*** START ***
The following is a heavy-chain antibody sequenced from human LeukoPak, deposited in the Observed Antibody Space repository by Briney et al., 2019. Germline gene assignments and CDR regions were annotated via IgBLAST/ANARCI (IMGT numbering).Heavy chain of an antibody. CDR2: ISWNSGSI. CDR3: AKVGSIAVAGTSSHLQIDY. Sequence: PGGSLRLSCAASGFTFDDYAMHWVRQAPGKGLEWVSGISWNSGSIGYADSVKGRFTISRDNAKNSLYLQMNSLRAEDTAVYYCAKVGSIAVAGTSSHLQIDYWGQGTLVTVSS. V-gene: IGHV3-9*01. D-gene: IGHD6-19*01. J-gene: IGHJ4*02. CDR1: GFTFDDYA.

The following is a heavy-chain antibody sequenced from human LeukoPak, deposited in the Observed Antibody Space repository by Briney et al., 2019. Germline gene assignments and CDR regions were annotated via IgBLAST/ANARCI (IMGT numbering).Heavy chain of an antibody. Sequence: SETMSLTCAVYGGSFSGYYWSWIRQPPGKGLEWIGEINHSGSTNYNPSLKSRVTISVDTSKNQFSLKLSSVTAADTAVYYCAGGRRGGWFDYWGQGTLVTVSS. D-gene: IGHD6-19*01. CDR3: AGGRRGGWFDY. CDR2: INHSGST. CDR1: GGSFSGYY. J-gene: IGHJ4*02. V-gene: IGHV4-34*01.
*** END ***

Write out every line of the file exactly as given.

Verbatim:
The following is a heavy-chain antibody sequenced from human LeukoPak, deposited in the Observed Antibody Space repository by Briney et al., 2019. Germline gene assignments and CDR regions were annotated via IgBLAST/ANARCI (IMGT numbering).Heavy chain of an antibody. CDR2: ISWNSGSI. CDR3: AKVGSIAVAGTSSHLQIDY. Sequence: PGGSLRLSCAASGFTFDDYAMHWVRQAPGKGLEWVSGISWNSGSIGYADSVKGRFTISRDNAKNSLYLQMNSLRAEDTAVYYCAKVGSIAVAGTSSHLQIDYWGQGTLVTVSS. V-gene: IGHV3-9*01. D-gene: IGHD6-19*01. J-gene: IGHJ4*02. CDR1: GFTFDDYA.

The following is a heavy-chain antibody sequenced from human LeukoPak, deposited in the Observed Antibody Space repository by Briney et al., 2019. Germline gene assignments and CDR regions were annotated via IgBLAST/ANARCI (IMGT numbering).Heavy chain of an antibody. Sequence: SETMSLTCAVYGGSFSGYYWSWIRQPPGKGLEWIGEINHSGSTNYNPSLKSRVTISVDTSKNQFSLKLSSVTAADTAVYYCAGGRRGGWFDYWGQGTLVTVSS. D-gene: IGHD6-19*01. CDR3: AGGRRGGWFDY. CDR2: INHSGST. CDR1: GGSFSGYY. J-gene: IGHJ4*02. V-gene: IGHV4-34*01.